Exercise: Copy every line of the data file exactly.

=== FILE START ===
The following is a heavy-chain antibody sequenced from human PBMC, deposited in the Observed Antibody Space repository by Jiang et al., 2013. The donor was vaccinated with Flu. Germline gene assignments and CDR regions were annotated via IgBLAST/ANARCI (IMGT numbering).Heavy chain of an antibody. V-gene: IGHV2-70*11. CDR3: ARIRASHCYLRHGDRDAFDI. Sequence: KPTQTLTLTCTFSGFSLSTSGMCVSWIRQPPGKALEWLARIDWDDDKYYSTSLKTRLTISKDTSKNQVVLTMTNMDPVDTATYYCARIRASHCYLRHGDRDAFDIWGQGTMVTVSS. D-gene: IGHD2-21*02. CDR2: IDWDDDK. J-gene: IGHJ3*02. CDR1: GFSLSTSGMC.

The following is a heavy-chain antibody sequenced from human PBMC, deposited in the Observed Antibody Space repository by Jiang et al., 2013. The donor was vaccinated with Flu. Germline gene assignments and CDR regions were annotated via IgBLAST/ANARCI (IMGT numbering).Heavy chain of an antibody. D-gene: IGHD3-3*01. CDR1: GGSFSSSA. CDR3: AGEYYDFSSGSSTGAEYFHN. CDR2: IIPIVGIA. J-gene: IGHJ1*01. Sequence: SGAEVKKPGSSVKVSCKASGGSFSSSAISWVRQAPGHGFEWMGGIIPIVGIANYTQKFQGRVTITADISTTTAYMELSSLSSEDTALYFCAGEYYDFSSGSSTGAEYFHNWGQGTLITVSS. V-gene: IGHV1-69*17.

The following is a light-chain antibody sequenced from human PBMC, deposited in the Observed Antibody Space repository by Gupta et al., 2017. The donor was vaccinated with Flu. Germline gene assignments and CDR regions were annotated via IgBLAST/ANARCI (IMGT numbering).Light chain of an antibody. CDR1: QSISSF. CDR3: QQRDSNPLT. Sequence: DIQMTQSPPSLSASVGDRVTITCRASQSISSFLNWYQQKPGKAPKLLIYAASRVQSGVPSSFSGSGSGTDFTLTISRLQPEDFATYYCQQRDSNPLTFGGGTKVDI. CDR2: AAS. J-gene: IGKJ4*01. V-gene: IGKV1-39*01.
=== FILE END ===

The following is a heavy-chain antibody sequenced from human PBMC, deposited in the Observed Antibody Space repository by Jiang et al., 2013. The donor was vaccinated with Flu. Germline gene assignments and CDR regions were annotated via IgBLAST/ANARCI (IMGT numbering).Heavy chain of an antibody. V-gene: IGHV2-70*11. CDR3: ARIRASHCYLRHGDRDAFDI. Sequence: KPTQTLTLTCTFSGFSLSTSGMCVSWIRQPPGKALEWLARIDWDDDKYYSTSLKTRLTISKDTSKNQVVLTMTNMDPVDTATYYCARIRASHCYLRHGDRDAFDIWGQGTMVTVSS. D-gene: IGHD2-21*02. CDR2: IDWDDDK. J-gene: IGHJ3*02. CDR1: GFSLSTSGMC.

The following is a heavy-chain antibody sequenced from human PBMC, deposited in the Observed Antibody Space repository by Jiang et al., 2013. The donor was vaccinated with Flu. Germline gene assignments and CDR regions were annotated via IgBLAST/ANARCI (IMGT numbering).Heavy chain of an antibody. D-gene: IGHD3-3*01. CDR1: GGSFSSSA. CDR3: AGEYYDFSSGSSTGAEYFHN. CDR2: IIPIVGIA. J-gene: IGHJ1*01. Sequence: SGAEVKKPGSSVKVSCKASGGSFSSSAISWVRQAPGHGFEWMGGIIPIVGIANYTQKFQGRVTITADISTTTAYMELSSLSSEDTALYFCAGEYYDFSSGSSTGAEYFHNWGQGTLITVSS. V-gene: IGHV1-69*17.

The following is a light-chain antibody sequenced from human PBMC, deposited in the Observed Antibody Space repository by Gupta et al., 2017. The donor was vaccinated with Flu. Germline gene assignments and CDR regions were annotated via IgBLAST/ANARCI (IMGT numbering).Light chain of an antibody. CDR1: QSISSF. CDR3: QQRDSNPLT. Sequence: DIQMTQSPPSLSASVGDRVTITCRASQSISSFLNWYQQKPGKAPKLLIYAASRVQSGVPSSFSGSGSGTDFTLTISRLQPEDFATYYCQQRDSNPLTFGGGTKVDI. CDR2: AAS. J-gene: IGKJ4*01. V-gene: IGKV1-39*01.